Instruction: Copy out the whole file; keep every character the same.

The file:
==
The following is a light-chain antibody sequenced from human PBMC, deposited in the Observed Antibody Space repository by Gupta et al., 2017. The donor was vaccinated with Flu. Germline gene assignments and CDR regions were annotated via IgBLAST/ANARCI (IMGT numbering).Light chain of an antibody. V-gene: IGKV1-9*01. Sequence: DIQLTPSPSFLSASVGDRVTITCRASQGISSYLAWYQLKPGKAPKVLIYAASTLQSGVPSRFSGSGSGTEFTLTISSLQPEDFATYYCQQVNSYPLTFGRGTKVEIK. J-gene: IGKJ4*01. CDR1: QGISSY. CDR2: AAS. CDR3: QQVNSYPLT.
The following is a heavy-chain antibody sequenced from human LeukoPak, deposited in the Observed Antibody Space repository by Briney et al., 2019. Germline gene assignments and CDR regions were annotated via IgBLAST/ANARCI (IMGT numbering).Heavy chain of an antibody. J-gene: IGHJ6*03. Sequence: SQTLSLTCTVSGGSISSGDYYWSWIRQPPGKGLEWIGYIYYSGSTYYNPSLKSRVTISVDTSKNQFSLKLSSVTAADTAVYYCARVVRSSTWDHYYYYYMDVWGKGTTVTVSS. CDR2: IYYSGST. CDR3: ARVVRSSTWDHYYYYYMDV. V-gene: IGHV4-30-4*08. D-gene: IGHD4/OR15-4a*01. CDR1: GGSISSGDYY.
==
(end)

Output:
The following is a light-chain antibody sequenced from human PBMC, deposited in the Observed Antibody Space repository by Gupta et al., 2017. The donor was vaccinated with Flu. Germline gene assignments and CDR regions were annotated via IgBLAST/ANARCI (IMGT numbering).Light chain of an antibody. V-gene: IGKV1-9*01. Sequence: DIQLTPSPSFLSASVGDRVTITCRASQGISSYLAWYQLKPGKAPKVLIYAASTLQSGVPSRFSGSGSGTEFTLTISSLQPEDFATYYCQQVNSYPLTFGRGTKVEIK. J-gene: IGKJ4*01. CDR1: QGISSY. CDR2: AAS. CDR3: QQVNSYPLT.
The following is a heavy-chain antibody sequenced from human LeukoPak, deposited in the Observed Antibody Space repository by Briney et al., 2019. Germline gene assignments and CDR regions were annotated via IgBLAST/ANARCI (IMGT numbering).Heavy chain of an antibody. J-gene: IGHJ6*03. Sequence: SQTLSLTCTVSGGSISSGDYYWSWIRQPPGKGLEWIGYIYYSGSTYYNPSLKSRVTISVDTSKNQFSLKLSSVTAADTAVYYCARVVRSSTWDHYYYYYMDVWGKGTTVTVSS. CDR2: IYYSGST. CDR3: ARVVRSSTWDHYYYYYMDV. V-gene: IGHV4-30-4*08. D-gene: IGHD4/OR15-4a*01. CDR1: GGSISSGDYY.